Then also to watch my Japanese friends face Mother Nature who can fer sure be meaner than any businessmen. It’s not a great time.

So, I mostly stay holed up in my home studio, working on my next and probably last album, tentatively titled “Back To The Beginning Again.” I recently went to Miami and reunited with my mentor and r&b guitar-hero Little Beaver, cutting two tracks for the album. It was a wonderful experience, spearheaded by the assistance of my old friend Steve Alaimo.

I will say that the upcoming “cloud” deals, will place most songwriters in a comparatively dangerous situation. Pro songwriters are a rare breed. They usually don’t play gigs or make records, especially gold & platinum ones. Popular artists survive by playing gigs – most songwriters can’t survive that way.

They are financed by royalties from radio airplay, TV & movie inclusions, and dreaded, but valuble commercials. They have always been prioritized in these areas, because they DON’T play giant gigs in stadiums and amphitheaters. Lately, artists have been complaining they want part of the songwriter share from these situations. When iTunes jumped out, royalties fell down a bit because they were filtered through and negotiaited by the dying record companies. The royalties for downloaded songs are not near equal to payments for sold hard goods like CDs.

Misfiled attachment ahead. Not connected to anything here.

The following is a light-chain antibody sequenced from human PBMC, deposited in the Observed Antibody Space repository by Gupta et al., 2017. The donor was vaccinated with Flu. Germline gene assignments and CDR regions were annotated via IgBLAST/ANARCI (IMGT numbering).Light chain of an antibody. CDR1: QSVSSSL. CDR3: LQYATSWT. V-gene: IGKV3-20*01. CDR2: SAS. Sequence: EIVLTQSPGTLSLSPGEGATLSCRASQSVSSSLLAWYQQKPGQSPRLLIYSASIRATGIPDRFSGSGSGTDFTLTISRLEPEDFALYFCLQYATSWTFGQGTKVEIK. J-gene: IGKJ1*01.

Now there is a movement afoot to afford the consumer access to EVERY track in the iTunes catalogue, on a streaming-only basis, for a fee between $10-$15 monthly. Great for some younger consumers who don’t realize that when this phase dies, they won’t OWN ANY of that music - but financial death to most songwriters. And I mean people like Jimmy Webb, Gerry Goffin, and Barry Mann, not to mention myself who fares less well then the former, BUT makes a living from said royalties AT THIS MOMENT. Now my yearly income could dwindle to next to nothing

if negotiations are successful between iTunes, Amazon, Google and the record companies & music publishers. Pete Townshend, living a higher life because of CSI TV themes once said

“Hope I die b4 I get old”

Already outliving many of my compatriots, I’m still in it for the long run – this is just being a person who has lived his entire life in music and is potentially about to be strangled by it. As a consumer it’s important to me that I own my music collection. Streaming only excites me if I can stream the music I like and own. Otherwise oldage wisdom tells me I can’t go head to head with the record companies & the publishers - I never have been able to do that - they take it off the top and throw me the pennies.

Now they want the pennies – Let’s NOT let this happen – Do what you can, my friends ------ AK


Big Jet Plane 3:59 Angus & Julia Stone
Omega Dog 5:00 The Dears
I'll Haunt You 3:56 Seth Lakeman